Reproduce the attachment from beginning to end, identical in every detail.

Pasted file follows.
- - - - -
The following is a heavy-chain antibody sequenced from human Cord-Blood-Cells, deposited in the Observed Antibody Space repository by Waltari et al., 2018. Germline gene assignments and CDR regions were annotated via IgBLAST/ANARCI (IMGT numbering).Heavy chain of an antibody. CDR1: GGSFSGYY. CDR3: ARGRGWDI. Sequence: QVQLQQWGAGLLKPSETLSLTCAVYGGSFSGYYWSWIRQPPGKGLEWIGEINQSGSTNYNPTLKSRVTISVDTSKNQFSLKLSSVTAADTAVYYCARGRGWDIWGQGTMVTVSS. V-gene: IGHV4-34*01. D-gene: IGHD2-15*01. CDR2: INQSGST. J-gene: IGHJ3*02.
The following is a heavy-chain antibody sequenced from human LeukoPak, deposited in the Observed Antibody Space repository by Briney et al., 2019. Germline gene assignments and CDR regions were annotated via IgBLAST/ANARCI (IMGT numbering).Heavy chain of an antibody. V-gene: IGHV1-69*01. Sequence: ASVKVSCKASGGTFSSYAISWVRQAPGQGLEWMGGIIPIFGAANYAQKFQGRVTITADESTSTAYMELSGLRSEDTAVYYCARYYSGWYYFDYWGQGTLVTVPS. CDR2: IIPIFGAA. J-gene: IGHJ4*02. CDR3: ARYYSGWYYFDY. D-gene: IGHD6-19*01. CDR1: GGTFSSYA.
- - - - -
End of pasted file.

The following is a heavy-chain antibody sequenced from human Cord-Blood-Cells, deposited in the Observed Antibody Space repository by Waltari et al., 2018. Germline gene assignments and CDR regions were annotated via IgBLAST/ANARCI (IMGT numbering).Heavy chain of an antibody. CDR1: GGSFSGYY. CDR3: ARGRGWDI. Sequence: QVQLQQWGAGLLKPSETLSLTCAVYGGSFSGYYWSWIRQPPGKGLEWIGEINQSGSTNYNPTLKSRVTISVDTSKNQFSLKLSSVTAADTAVYYCARGRGWDIWGQGTMVTVSS. V-gene: IGHV4-34*01. D-gene: IGHD2-15*01. CDR2: INQSGST. J-gene: IGHJ3*02.
The following is a heavy-chain antibody sequenced from human LeukoPak, deposited in the Observed Antibody Space repository by Briney et al., 2019. Germline gene assignments and CDR regions were annotated via IgBLAST/ANARCI (IMGT numbering).Heavy chain of an antibody. V-gene: IGHV1-69*01. Sequence: ASVKVSCKASGGTFSSYAISWVRQAPGQGLEWMGGIIPIFGAANYAQKFQGRVTITADESTSTAYMELSGLRSEDTAVYYCARYYSGWYYFDYWGQGTLVTVPS. CDR2: IIPIFGAA. J-gene: IGHJ4*02. CDR3: ARYYSGWYYFDY. D-gene: IGHD6-19*01. CDR1: GGTFSSYA.